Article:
New Internationalist

England, Half English

July 2002
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A former soldier, Billy Bragg gave up the army to dedicate his working life to a songwriting that’s firmly in the tradition of political folk music. To date, this most politically engaged of Britain’s songwriters has addressed workers’ rights, sexual equality and racism with a deft mix of anger, wit and choppy rhythms. England, Half English (the title comes from a book on London’s first West Indian immigrants by Colin MacInnes) is a no-frills contribution to that vexed, at times politically nasty, issue of ‘Englishness’. There’s no such thing as racial purity, the album says. As the title song makes clear, curry is now the national dish, Saint George came from the Lebanon and Britannia is a Roman word. And if you miss the point, the song’s music veers from a raucous singalong (the band isn’t called the Blokes for nothing) to ska and some meltingly lovely Algerian lines.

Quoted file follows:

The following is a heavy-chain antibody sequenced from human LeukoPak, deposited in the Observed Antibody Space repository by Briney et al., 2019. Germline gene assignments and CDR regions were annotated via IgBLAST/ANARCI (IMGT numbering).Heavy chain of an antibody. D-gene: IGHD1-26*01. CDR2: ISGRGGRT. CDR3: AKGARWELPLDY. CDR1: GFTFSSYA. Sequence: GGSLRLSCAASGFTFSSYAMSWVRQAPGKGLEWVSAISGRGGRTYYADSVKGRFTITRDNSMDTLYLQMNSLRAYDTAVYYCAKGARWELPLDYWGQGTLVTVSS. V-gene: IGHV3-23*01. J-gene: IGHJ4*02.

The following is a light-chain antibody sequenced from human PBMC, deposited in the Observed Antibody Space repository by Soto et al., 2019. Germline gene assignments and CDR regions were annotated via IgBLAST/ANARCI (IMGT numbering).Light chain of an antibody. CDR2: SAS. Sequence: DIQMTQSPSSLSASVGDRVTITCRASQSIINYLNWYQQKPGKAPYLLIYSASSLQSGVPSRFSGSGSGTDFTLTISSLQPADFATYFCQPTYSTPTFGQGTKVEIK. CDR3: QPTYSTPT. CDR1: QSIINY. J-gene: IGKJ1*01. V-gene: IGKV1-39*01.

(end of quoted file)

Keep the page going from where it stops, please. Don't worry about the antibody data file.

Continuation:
There’s a varied mood throughout England, Half English. ‘Baby Faroukh’ is a wonderful welcome to a baby born into a new England (there’s a passion in Bragg that echoes William Blake’s) and ‘Take Down the Union Jack’ sloughs off some redundant symbols. But the sombre songs are the most arresting. ‘Distant Shore’, for example, is a delicately delivered piece, sung from the point of view of a refugee. Lu Edmunds’ sax adds an elegiac touch to a song that functions both as a lament for a country lost and a love song to a new land that has yet to find the generosity to accept the gift. Stirring stuff.

Front cover of New Internationalist magazine, issue 347 This column was published in the July 2002 issue of New Internationalist. To read more, buy this issue or subscribe.

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